Apr 242011


document Published On Tue Feb 8 2011

Prime Minister Stephen Harper shakes hands with U.S. President Barack Obama in Washington last week. Prime Minister Stephen Harper shakes hands with U.S. President Barack Obama in Washington last week.


Les Whittington and Tonda MacCharles Ottawa Bureau

OTTAWA—The federal government deliberately kept negotiations on a border deal with Washington secret while it planned ways to massage public opinion in favour of the pact, according to a confidential communications strategy.

The 14-page public relations document recommended that talks keep a “low public profile” in the months leading up to the announcement by Prime Minister Stephen Harper and U.S. President Barack Obama. At the same time, the government would secretly engage “stakeholders” — interested parties such as big business groups and others — in a way that respected “the confidentiality of the announcement.”

In advance, the government departments involved — including industry, foreign affairs, international trade and citizenship and immigration — were to “align supportive stakeholders to speak positively about the announcement,” according to the strategy prepared by Public Safety Minister Vic Toews’ officials.

On Friday, Harper and Obama signed off on a plan that for the first time envisions throwing up a single security ring around the perimeter of Canada and the U.S. The wide-ranging blueprint calls for increased cooperation between the two countries’ police, border and intelligence agencies; an integrated Canada-U.S. exit-entry system using high-tech identification techniques and more sharing of information about Canadians with U.S. authorities.

At least three major business organizations — the Canadian Chamber of Commerce, the Canadian Council of Chief Executives and the Canadian Trucking Alliance — quickly issued statements praising the framework agreement Friday.

The document was prepared last fall, when the Canada-U.S. talks were being conducted without any public notice.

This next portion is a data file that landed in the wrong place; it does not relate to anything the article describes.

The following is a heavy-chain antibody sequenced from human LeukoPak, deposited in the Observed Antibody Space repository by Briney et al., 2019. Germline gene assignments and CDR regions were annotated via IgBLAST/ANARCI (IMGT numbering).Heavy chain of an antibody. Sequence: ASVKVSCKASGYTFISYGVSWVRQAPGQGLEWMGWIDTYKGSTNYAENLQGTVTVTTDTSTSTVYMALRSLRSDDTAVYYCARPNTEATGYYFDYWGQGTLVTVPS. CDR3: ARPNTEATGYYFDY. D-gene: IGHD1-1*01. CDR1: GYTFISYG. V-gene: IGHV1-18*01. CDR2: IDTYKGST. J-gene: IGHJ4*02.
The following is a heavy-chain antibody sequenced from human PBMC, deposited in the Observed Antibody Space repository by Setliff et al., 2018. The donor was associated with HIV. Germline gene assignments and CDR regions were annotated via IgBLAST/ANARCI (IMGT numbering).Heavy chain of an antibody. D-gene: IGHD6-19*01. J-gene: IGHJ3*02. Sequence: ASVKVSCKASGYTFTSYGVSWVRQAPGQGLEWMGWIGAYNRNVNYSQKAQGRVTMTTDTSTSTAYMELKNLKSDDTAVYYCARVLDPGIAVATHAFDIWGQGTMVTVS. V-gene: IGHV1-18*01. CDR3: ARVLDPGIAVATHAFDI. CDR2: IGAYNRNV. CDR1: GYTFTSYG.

Under “communications challenges,” the document lists: “Greater information sharing is part of the initiative. The safeguarding of privacy and sovereignty will be of concern for Canadians.”

It also says Canadians may be too sanguine about security to see the need for the deal. “The Canadian public may underestimate the security threat to Canada.”

The confidential government document also contains a list of “high risk” stakeholders — those in Canada who might raise strenuous objections to stepped-up Canada-U.S. security arrangements.

Officials surmised that Jennifer Stoddart, the federal privacy commissioner, would be worried by plans to share more personal data on Canadians with U.S. authorities. “Will raise concerns re information sharing and protecting private information,” the document says of Stoddart. In response, the government should stress that “we value and respect our separate constitutional and legal frameworks that protect privacy, civil liberties and human rights.” It also recommended “ongoing engagement by officials” with Stoddart.

Advocacy and civil rights groups such as the Council of Canadians, led by Maude Barlow, were also expected to react negatively because of “privacy concerns.” The strategy paper again recommended that Conservatives should stress Canada’s protections for human rights and privacy. It also suggested that cabinet ministers be made available to the media to counteract Barlow’s statements.

Refugee and immigration organizations were considered “high-risk stakeholders” and expected to react by saying the new U.S.-Canada border measures will limit immigration. The recommended response was to say that the deal “will accelerate legitimate travel” and won’t change Canadian immigration and refugee policy. Another high-risk stakeholder was expected to be the Mexican government, which “may raise concerns about not being included in the vision.”

A separate list of “medium risk” stakeholders included academics, who will “expect proof of economic benefits” and may be worried about privacy and sovereignty, and the media, which will “look for specifics” that would be announced later. Also considered a “medium risk” are U.S. critics, who will see the new deal as a “threat to U.S. jobs.”

Now that Canada and the U.S. have begun work on implementing the deal, the Liberals and NDP say they are planning to bring cabinet ministers before a Commons committee to find out the details of the plan.

The public campaign to persuade Canadians that a muscular security deal won’t trade away Canadian rights was clearly underway Monday.

Public Safety Minister Vic Toews, appearing at a Senate committee on national security and defence, painted it as “necessary” to the free flow of cross-boarder trade, and “beneficial” to Canada.

The Americans, he said, bring greater resources, “assets” and much-appreciated expertise to border security, citing joint efforts during the Olympics security operations.

Asked later whether Canadians should be concerned about a new regime that might see random searches or seizures at the border, Toews said there’s little need to worry.

“I don’t think that is a concern that they should have, but those are the kinds of questions that need to be asked and discussed.”

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